I NOTE that Clare Chapman, a director of the Weir Group was careful in her choice of time period when defending levels of UK company top pay ("Weir boss defends UK executive pay levels", Herald Business, June 7). She claims they have not “outstripped employee pay” over “the past five years.” However, over 20 years the differential between those at the top of companies and their workers has increased substantially.

Before the banking casino era of the 1990s, top bankers were paid around 20 times what the lowest got. Today according to the High Pay Centre top bosses get 129 times more than employees. FTSE-100 top people get £5.4m, 401 times that of a minimum wage worker, 172 times a nurse, and 147 times a teacher. Sir Terry Leahy was paid 900 times more than the average worker in Tesco.

What those at the top of PLCs seem blind to is that their ability to widen inequality is based, indeed anchored, in public policy. Their limited liability status is a valuable gift of public law enabling them to operate at a different level from a purely private company, for example, in seeking capital, and the clear division between the company as a legal body and shareholders in the matter of accruing and being responsible for debt.

Capital today is not the capital of the 19th century which saw the introduction of limited liability. Shareholders today are more likely to be insurance companies, pension funds, investment funds handling many thousands of client’s cash; making it difficult for shareholders, and certainly those whose money they handle, to have any effective say on how much top people get in remuneration. There is the added problem that some of those who are shareholders in that second-hand capacity, themselves are anxious not to drain the gravy train.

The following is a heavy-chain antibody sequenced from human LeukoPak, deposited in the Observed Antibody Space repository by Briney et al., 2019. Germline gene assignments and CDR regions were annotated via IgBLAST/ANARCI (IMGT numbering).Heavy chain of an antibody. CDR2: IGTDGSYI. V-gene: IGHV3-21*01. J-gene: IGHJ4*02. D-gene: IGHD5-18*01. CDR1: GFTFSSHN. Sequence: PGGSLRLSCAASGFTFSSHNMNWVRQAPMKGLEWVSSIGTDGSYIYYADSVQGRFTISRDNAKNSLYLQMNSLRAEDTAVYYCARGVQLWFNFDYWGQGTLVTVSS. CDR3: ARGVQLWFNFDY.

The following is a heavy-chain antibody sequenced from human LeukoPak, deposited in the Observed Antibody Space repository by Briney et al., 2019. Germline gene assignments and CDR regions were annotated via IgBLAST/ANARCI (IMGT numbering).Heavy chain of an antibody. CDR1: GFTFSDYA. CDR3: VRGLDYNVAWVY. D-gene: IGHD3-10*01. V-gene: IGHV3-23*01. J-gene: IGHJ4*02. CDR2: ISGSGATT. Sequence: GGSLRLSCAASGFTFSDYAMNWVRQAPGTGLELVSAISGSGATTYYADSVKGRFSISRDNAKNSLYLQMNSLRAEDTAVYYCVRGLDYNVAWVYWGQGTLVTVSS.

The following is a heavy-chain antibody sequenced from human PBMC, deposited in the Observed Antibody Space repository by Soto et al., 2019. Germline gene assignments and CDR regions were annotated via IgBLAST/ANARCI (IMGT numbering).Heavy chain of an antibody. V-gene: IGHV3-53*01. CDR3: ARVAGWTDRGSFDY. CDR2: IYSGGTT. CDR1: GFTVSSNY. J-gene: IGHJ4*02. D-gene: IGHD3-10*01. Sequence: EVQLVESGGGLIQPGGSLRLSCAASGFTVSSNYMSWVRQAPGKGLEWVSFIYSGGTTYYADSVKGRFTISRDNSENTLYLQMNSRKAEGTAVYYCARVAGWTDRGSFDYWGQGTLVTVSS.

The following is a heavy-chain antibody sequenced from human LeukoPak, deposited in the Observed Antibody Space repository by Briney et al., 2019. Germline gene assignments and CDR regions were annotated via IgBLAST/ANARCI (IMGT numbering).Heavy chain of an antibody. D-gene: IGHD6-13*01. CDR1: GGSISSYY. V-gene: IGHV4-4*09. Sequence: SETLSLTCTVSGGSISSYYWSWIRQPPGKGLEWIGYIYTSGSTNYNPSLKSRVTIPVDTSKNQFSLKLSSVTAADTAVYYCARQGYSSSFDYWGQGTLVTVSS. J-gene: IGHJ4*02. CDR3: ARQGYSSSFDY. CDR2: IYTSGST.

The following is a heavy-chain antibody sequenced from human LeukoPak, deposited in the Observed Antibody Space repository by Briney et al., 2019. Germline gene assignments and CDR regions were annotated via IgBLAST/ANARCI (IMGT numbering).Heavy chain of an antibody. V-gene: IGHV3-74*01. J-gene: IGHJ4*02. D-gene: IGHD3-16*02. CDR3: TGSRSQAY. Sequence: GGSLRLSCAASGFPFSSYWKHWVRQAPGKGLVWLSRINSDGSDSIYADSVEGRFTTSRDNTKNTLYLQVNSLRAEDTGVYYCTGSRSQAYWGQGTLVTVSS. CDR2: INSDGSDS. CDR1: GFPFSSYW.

If a protected position is abused, and the public good injured by creating gross inequality, with an increase in zero hours contracts, low levels of minimum and living wages, and one in four of our children living in poverty, then it is time for that policy to be reviewed, and amended. I would not suggest removing its protection of risk, but I would argue that such protection should be subject to limitation on the gap between top pay and that paid to workers: a differential of, say, 20-25 between top and bottom. That wouldn’t beggar the top, but it would certainly give them an incentive to raise the workers’ share of company profits.

Jim Sillars,

97 Grange Loan, Edinburgh.

THERE are direct parallels to be drawn between Government involvement in the rescue of the RBS and the abolition of slavery in 1833. Most of us are vaguely aware that the benevolent UK Government of the day through the Slavery Abolition Act freed 800,000 slaves in selected parts of the British Empire, but less well-known is that passing the Act was conditional on the slave-owners being financially compensated for this loss of assets. What even fewer know is that because of the magnitude of the sum involved the government of the day was compelled to borrow money from the financial sector to finance the emancipation of the slaves and that the British tax-payer serviced the debt for 182 years before finally paying it off in 2015! It is ironic that Government borrowed the money from the same section of society they were reimbursing.

For decades the contemporary British Government has run a deficit and has been forced to borrow money from the financial sector to balance the annual budget yet nobody asks where it suddenly found £46 billion to buy its 75 per cent share in the collapsing RBS. Nobody questions the source of the money nor how long the taxpayer will be paying interest on it never mind repaying the capital sum. Logic would suggest that the funds could only come from some part of the same corrupt venal financial cartel that was the creator of its own misfortune that necessitated government intervention in the first place.

One can only speculate how many decades the taxpayer will suffer austerity and a diminution of public services simply to repay this one loan. Just as in the case of the 1833 Act, how many generations will suffer deprivation simply because of decisions taken by our Government to protect the financial assets of the Establishment?

David J Crawford,

85 Whittingehame Court,

1300 Great Western Road, Glasgow.

THE reason why the banks are closing branches has nothing to do with reduced footfall. It is because they have run out of dodgy products for their salespersons (staff) to flog to branch customers.

Graham Taylor,

Woodside Place, Glasgow.